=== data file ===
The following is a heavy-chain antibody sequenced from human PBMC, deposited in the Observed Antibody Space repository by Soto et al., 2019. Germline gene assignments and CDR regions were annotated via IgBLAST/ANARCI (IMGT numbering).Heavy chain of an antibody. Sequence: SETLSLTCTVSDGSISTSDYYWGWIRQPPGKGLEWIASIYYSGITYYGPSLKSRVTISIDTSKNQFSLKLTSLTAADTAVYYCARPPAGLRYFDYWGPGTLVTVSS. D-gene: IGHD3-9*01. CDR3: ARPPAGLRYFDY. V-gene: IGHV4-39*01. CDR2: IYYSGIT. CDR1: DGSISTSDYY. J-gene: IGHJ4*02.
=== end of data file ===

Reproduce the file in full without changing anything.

The following is a heavy-chain antibody sequenced from human PBMC, deposited in the Observed Antibody Space repository by Soto et al., 2019. Germline gene assignments and CDR regions were annotated via IgBLAST/ANARCI (IMGT numbering).Heavy chain of an antibody. Sequence: SETLSLTCTVSDGSISTSDYYWGWIRQPPGKGLEWIASIYYSGITYYGPSLKSRVTISIDTSKNQFSLKLTSLTAADTAVYYCARPPAGLRYFDYWGPGTLVTVSS. D-gene: IGHD3-9*01. CDR3: ARPPAGLRYFDY. V-gene: IGHV4-39*01. CDR2: IYYSGIT. CDR1: DGSISTSDYY. J-gene: IGHJ4*02.